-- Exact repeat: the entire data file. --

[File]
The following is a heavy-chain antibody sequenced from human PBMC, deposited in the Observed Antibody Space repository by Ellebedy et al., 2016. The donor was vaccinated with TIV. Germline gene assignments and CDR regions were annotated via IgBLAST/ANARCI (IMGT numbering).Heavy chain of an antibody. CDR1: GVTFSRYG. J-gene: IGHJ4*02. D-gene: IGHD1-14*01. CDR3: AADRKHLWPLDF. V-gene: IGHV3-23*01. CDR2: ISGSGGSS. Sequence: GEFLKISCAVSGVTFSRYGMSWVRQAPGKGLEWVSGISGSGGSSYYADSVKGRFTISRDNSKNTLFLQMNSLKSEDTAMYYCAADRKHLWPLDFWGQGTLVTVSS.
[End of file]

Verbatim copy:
The following is a heavy-chain antibody sequenced from human PBMC, deposited in the Observed Antibody Space repository by Ellebedy et al., 2016. The donor was vaccinated with TIV. Germline gene assignments and CDR regions were annotated via IgBLAST/ANARCI (IMGT numbering).Heavy chain of an antibody. CDR1: GVTFSRYG. J-gene: IGHJ4*02. D-gene: IGHD1-14*01. CDR3: AADRKHLWPLDF. V-gene: IGHV3-23*01. CDR2: ISGSGGSS. Sequence: GEFLKISCAVSGVTFSRYGMSWVRQAPGKGLEWVSGISGSGGSSYYADSVKGRFTISRDNSKNTLFLQMNSLKSEDTAMYYCAADRKHLWPLDFWGQGTLVTVSS.